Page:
Sometimes, the most innocuous or seemingly uninteresting verse will bring up the most interesting discussions. Today, I started parashat VaEra with my seven-year-old daughter, and we got to Shemot verse 6:16, which reads:
וְאֵלֶּה שְׁמוֹת בְּנֵי-לֵוִי, לְתֹלְדֹתָם–גֵּרְשׁוֹן, וּקְהָת וּמְרָרִי; וּשְׁנֵי חַיֵּי לֵוִי, שֶׁבַע וּשְׁלֹשִׁים וּמְאַת שָׁנָה.
Levi had three sons, Gershon, Kahat, and Merari, and Levi lived 137 years. My daughter asked, doesn’t the Torah say that people will only live 120 years? She was referring to Bereishit verse 6:3, which reads:
וַיֹּאמֶר יְהוָה, לֹא-יָדוֹן רוּחִי בָאָדָם לְעֹלָם, בְּשַׁגַּם, הוּא בָשָׂר; וְהָיוּ יָמָיו, מֵאָה וְעֶשְׂרִים שָׁנָה.
I was really impressed with this question. I’m not sure why it didn’t come up earlier, as there are plenty of people before Levi who live longer than 120 years. It could be because I recently learned that verse with my five-year-old daughter, so my older daughter may remember it from then. Whatever brought it up, I love when my kids think of the same questions that scholars have struggled with for centuries.
I have been getting more comfortable presenting ideas based on modern scholarship to my daughters. I remember hearing a lecture a long time ago about when to introduce these ideas to children, and the suggestion was high school or college, once they are able to comprehend more sophisticated ideas. However, I am leaning towards starting early. Firstly, as I’ve discussed before on this blog, I don’t shy away from discussing complex ideas with my daughters, figuring that they will comprehend what they can, and perhaps come back to the ideas later, but at least I am giving them an honest answer. Secondly, I am not so convinced that the traditional explanations are any simpler, and this is a great example.
I told her that this was a great question, and explained what a contradiction is. I further explained that there were different traditions about things that are presented in the Torah, and they don’t always agree. One tradition is that people can’t live longer than 120 years, but another tradition said that some people a long time ago lives for hundreds of years. She then asked when the Torah was written, and I told her that it took hundreds of years to complete, but it was likely complete by around 2500 years ago. Of course that number has little meaning to a child, but other than that, the explanation seemed pretty simple.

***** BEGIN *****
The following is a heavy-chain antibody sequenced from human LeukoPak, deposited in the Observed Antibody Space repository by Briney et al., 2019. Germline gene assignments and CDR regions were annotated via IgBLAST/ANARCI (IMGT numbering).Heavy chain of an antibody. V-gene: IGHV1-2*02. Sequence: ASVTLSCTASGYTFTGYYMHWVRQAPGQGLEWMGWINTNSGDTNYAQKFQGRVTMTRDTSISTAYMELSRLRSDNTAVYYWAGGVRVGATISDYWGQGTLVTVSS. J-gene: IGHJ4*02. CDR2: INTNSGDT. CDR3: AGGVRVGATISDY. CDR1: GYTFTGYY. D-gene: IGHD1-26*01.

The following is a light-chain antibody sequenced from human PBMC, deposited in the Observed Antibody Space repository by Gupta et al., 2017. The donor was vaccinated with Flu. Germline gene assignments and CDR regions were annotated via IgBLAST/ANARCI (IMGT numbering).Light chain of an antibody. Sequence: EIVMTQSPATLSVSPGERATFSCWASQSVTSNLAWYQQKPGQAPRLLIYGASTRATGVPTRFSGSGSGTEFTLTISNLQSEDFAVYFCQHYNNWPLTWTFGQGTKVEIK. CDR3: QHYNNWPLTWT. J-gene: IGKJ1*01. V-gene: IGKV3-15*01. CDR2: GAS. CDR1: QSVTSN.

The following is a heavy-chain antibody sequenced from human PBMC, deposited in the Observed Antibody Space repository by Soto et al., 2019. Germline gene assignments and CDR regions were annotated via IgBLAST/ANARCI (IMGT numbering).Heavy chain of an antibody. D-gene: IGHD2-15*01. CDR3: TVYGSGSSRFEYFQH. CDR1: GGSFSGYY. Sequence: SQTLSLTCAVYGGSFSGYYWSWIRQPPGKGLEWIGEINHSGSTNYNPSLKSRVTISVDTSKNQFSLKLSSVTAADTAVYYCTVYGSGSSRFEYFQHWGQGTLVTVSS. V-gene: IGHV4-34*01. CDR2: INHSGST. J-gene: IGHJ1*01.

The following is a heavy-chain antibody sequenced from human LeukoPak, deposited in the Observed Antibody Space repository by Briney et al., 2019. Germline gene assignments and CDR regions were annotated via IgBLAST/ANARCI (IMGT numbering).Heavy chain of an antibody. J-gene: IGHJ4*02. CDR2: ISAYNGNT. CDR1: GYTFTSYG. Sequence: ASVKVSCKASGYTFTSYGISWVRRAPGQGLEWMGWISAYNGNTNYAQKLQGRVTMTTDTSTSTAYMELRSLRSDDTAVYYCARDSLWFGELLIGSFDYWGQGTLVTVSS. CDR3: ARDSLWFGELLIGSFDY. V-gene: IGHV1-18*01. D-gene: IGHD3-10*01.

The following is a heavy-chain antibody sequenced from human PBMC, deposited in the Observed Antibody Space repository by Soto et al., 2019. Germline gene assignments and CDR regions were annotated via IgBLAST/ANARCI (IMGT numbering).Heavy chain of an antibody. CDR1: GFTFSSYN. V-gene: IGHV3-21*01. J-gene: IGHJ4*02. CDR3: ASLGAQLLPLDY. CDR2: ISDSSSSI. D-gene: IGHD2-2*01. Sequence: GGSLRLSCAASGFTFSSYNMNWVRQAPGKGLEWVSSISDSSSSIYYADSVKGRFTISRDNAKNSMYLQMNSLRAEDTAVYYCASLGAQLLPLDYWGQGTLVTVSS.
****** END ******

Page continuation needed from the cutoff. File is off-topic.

I actually wasn’t aware of the traditional explanation, but I looked it up afterwards. Rashi explains that the verse in Bereishit doesn’t mean that people will only live to be 120 years old, but rather that the generation of the flood will have 120 years to repent. Rashi anticipates the question, which is that this is hard to understand, as just before this passage, the Torah states than Noach is 500 years old, and he is 600 when the flood begins. The solution is that the decree was given 20 years earlier. There is no textual proof for this – but it seems to be the only way out of the contradiction.
However, I think this is a pretty complicated kvetch, and at least as hard to explain to a seven-year-old as the concept of a contradiction. Furthermore, I’d be curious to see the traditional explanation for this, but it is pretty clear that culturally we accept the plain meaning of the verse, as we all wish people to live until 120. Where else does that tradition come from? In fact, the verse seems quite prophetic, as to this day that seems to be the limit to how long a person can live, though it must have been much rarer back then to live so long.
I will have to see how my “simple” explanations go as time goes on, and if the discussions become more complex, or bump against things she is learning in school. But I also can imagine a scene where a friend in college is having a crisis of faith, having just discovered the Documentary Hypothesis, and my daughter replies, “Yeah, I knew about that when I was seven – so what?”
As an aside, it is interesting that she noticed this fairly obscure contradiction, but missed the more commonly observed one that involves two other nearby texts. We had just read Shemot 6:3, where God introduces himself with His new name, saying that no one before knew that name:
וָאֵרָא, אֶל-אַבְרָהָם אֶל-יִצְחָק וְאֶל-יַעֲקֹב–בְּאֵל שַׁדָּי; וּשְׁמִי יְהוָה, לֹא נוֹדַעְתִּי לָהֶם.
But in Bereishit 4:26, it says this name was used first by Enosh (and of course later the Avot do as well).
וּלְשֵׁת גַּם-הוּא יֻלַּד-בֵּן, וַיִּקְרָא אֶת-שְׁמוֹ אֱנוֹשׁ; אָז הוּחַל, לִקְרֹא בְּשֵׁם יְהוָה.
Not to mention that this is the second time God reveals His name to Moshe – this already happened in Shemot 3:13-15. I briefly mentioned these contradictions as well to my daughter which she found interesting, but not much discussion ensued.